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Did you know an eagle lived in the Wisconsin State Capitol building for 17 years, with his own two room apartment, personal caretaker, and custom bathtub? Old Abe was a bald eagle who served as the mascot of the 8th Wisconsin Infantry Regiment during the Civil War. He marched with them into battle, kept them company in camp, and boosted their morale. After three years of service, he returned to Wisconsin and took up residence in the Capitol building. Old Abe became a nationally-known celebrity, traveling around the state and country to make appearances at veterans’ reunions and fundraisers. P. T. Barnum, the famous circus showman, unsuccessfully tried to buy Old Abe for $20,000.


  • “Beaked” carte-de-visite portrait of Old Abe the War Eagle. In the image, Old Abe is perched on a shield, looking to the right. There is a v-shaped puncture on the left side of the photograph, made by Old Abe biting the image, making it an “autographed” portrait.
  • Carte-de-visite full-length portrait photograph of Old Abe the War Eagle, and handler, John F. Hill, made for the centennial in 1876. Old Abe served as the mascot for the 8th Wisconsin Infantry Regiment during the Civil War.
  • Photograph of the 8th Wisconsin Infantry Regiment Color Guard, taken after the Siege of Vicksburg. Left from right are Homiston, unidentified, Armitage, Dickersheid, McLain, Reily, Pitwch, and unidentified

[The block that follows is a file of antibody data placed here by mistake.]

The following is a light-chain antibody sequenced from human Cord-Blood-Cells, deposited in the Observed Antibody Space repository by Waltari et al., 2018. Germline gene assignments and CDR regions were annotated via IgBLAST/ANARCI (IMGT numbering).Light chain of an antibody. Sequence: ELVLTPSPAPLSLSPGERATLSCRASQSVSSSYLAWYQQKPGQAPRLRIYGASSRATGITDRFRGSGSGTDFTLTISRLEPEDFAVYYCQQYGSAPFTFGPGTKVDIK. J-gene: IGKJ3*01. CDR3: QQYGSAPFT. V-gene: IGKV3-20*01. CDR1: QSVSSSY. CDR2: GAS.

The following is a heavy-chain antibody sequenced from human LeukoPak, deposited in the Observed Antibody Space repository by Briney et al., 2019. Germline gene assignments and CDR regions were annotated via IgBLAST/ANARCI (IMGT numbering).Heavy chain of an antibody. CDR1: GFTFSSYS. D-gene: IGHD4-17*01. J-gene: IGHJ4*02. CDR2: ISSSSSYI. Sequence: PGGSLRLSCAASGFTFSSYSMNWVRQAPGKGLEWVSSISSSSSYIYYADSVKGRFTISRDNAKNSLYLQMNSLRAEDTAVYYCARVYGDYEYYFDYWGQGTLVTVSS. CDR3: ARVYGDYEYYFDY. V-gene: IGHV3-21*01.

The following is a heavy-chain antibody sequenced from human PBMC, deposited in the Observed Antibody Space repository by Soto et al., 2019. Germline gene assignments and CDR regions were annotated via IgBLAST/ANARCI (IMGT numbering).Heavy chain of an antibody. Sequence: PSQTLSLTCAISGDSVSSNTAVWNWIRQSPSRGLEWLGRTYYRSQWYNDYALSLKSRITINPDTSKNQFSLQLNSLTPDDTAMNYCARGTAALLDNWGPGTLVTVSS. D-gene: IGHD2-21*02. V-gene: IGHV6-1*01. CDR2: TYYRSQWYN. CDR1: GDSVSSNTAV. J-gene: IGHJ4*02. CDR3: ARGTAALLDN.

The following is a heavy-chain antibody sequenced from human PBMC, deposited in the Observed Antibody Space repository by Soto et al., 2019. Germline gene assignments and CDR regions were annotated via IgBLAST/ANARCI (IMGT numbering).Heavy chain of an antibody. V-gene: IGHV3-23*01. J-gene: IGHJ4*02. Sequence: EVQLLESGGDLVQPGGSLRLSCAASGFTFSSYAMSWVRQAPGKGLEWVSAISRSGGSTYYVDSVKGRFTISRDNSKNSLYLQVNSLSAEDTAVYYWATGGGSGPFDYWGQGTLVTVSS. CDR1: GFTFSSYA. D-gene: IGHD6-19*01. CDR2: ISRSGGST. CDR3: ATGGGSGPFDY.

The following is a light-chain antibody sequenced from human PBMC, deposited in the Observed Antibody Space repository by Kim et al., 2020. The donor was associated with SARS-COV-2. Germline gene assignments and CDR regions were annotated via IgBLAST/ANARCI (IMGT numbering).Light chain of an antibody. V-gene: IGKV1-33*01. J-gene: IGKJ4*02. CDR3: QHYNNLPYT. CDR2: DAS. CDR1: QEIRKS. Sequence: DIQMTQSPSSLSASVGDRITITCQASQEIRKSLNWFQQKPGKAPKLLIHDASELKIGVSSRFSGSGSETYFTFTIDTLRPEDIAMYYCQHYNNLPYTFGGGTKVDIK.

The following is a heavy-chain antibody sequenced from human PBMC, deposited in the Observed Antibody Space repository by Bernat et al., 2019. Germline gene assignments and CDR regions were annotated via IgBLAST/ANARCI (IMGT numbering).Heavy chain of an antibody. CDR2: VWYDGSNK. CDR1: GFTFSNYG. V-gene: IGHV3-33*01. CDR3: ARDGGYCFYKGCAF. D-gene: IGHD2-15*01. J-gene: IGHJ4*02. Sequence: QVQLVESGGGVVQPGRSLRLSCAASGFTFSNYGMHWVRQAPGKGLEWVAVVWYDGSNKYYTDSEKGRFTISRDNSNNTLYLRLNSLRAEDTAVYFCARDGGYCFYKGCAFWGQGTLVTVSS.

• “’Old Abe’ the Live Wisconsin War Eagle, Agricultural Hall (International Exposition), Philadelphia, 1876.” Writing over the printed text notes the cut in the image made by Old Abe’s bill, a mark made in lieu of an autograph.
  • Postcard photograph of Old Abe the War Eagle seated on a cannon.

In 1866, Old Abe got a roommate when a golden eagle named Andy Johnson joined him in the Capitol. Andy Johnson had served about seven months with the 49th Wisconsin Infantry Regiment, but was not tame like Old Abe. The two fought on numerous occasions, and eventually in 1873 Old Abe mortally wounded Andy.

In February 1881, a small fire broke out in the Capitol basement where Old Abe lived in February 1881 and he died one month later of smoke inhalation. Governor William E. Smith decided to preserve Old Abe’s remains for future generations. The remains were placed in the Capitol rotunda in September 1881. While some visitors commented that the rendering lacked a life-like appearance, President Theodore Roosevelt was thrilled to see the eagle he had read about as a child when he visited the Capitol in 1903. 

Tragically, Old Abe’s remains were destroyed in 1904 by a fire that also razed almost the entire Capitol building. The current Capitol building, built between 1906 and 1917, never housed Old Abe or his remains, but it sits on the exact spot where the bald eagle once resided. Across Mifflin Street, the Wisconsin Veterans Museum preserves the story of Old Abe in their exhibits, with photographs of the eagle, and with his feathers that survived the fires.

Source: Zeitlin, Richard. Old Abe the war eagle: a true story of the Civil War and  

Reconstruction. Madison, WI: Wisconsin Historical Society Press, 1986. 

Image Sources(Click to expand)

Old Abe collection, 1864-1990. WVM Mss 34. Wisconsin Veterans Museum (Madison, Wis).

Old Abe collection, 1864-1990. WVM Mss 34. Wisconsin Veterans Museum (Madison, Wis).

Augustus G. Weissert, Papers and photographs, 1734-1950. WVM Mss 21. Wisconsin Veterans Museum (Madison, Wis).

Old Abe collection, 1864-1990. WVM Mss 34. Wisconsin Veterans Museum (Madison, Wis).

Augustus G. Weissert, Papers and photographs, 1734-1950. WVM Mss 21. Wisconsin Veterans Museum (Madison, Wis).